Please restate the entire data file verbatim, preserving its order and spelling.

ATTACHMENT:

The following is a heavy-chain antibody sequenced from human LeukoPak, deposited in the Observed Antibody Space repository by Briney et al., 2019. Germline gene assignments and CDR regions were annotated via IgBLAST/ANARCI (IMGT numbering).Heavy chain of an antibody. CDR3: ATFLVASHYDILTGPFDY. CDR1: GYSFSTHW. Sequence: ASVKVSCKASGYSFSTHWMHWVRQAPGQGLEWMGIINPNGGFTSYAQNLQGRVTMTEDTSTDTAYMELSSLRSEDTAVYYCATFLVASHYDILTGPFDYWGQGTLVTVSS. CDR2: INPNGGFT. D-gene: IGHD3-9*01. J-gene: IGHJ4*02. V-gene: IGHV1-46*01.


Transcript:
The following is a heavy-chain antibody sequenced from human LeukoPak, deposited in the Observed Antibody Space repository by Briney et al., 2019. Germline gene assignments and CDR regions were annotated via IgBLAST/ANARCI (IMGT numbering).Heavy chain of an antibody. CDR3: ATFLVASHYDILTGPFDY. CDR1: GYSFSTHW. Sequence: ASVKVSCKASGYSFSTHWMHWVRQAPGQGLEWMGIINPNGGFTSYAQNLQGRVTMTEDTSTDTAYMELSSLRSEDTAVYYCATFLVASHYDILTGPFDYWGQGTLVTVSS. CDR2: INPNGGFT. D-gene: IGHD3-9*01. J-gene: IGHJ4*02. V-gene: IGHV1-46*01.